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This is the third BPRD (Bureau for Paranormal Research and Defense) trade paperback set in the Hellboy universe.  It collects stories from BPRD: Plague of Frogs #1-5.  The art is by Guy Davis.  I happen to like his style (I particularly liked his work in the two NEVERMEN collections), but he’s no Mignola (who does write the entire story, however).
Unlike the first two volumes in the series, PLAGUE OF FROGS begins a major new ongoing storyline that continues on for several more volumes.  What follows is a brief, spoiler-filled discussion of the collection’s plot.
The full team (Abe, Liz, Roger, Johann, and Kate Corrigan) plays an active role in this mission.  The story opens with some strange goings-on at a BPRD lab involving some weird fungus growths, which after a brief clash sends the team to a small town that has a distinctly Lovecraftian vibe.  The town of Crab Point, Michigan might as well be Innsmouth, because there an esoteric order/cult is in league with the human-fungus hybrid alluded to at the beginning of the story, and plans on unleashing a horde of people who have been transformed into frog-men who worship elder (evil) entities.  Ultimately, the team has a bad time of it and is unable to completely contain the frog-men threat, which sets the stage for the next volume in the series.
The story ties in very nicely with some long-running loose ends from earlier Hellboy stories: we have the return of Sadu-Hem and the frog men originally seen in HELLBOY: SEED OF DESTRUCTION and HELLBOY: CONQUERER WORM, along with Rasputin’s prophecy to Abe in HELLBOY: WAKE THE DEVIL.  The book closes with some tantalizing hints about Abe Sapien’s origin which we have been wondering about since the character was first introduced — Abe has been as clueless about this as the reader has, but that all changes here.  Further exploration of this is to play an important part of future books.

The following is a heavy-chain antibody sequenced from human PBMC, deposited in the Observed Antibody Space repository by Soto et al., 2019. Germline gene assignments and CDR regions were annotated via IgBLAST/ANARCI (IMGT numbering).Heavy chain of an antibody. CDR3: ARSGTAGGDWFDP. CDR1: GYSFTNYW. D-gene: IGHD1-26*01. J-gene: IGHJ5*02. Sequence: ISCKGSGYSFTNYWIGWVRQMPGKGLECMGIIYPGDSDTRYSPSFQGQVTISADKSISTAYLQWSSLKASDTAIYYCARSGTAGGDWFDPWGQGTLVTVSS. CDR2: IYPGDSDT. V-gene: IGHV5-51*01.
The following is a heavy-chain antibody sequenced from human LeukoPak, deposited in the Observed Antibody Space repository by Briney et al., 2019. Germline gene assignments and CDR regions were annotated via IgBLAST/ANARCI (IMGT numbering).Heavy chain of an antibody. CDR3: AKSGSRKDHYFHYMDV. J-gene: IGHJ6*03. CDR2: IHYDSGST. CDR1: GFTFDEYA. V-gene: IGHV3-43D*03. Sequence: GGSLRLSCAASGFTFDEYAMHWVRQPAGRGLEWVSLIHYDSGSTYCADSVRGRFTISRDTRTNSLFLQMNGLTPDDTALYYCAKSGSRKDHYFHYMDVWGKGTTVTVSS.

I highly recommend this one, as it’s a very good adventure in and of itself, plus, let’s face it, unless you plan to skip the next few volumes, you need to read this one up to figure out how it all got started.  If you enjoy Lovecraftian elements in your Hellboy (rather than just the one-off monster-of-the-week stories), then you’ll certainly enjoy this one, as it significantly advances the overall plot and sheds some light on a few past mysteries.
Review copyright 2010 J. Andrew Byers
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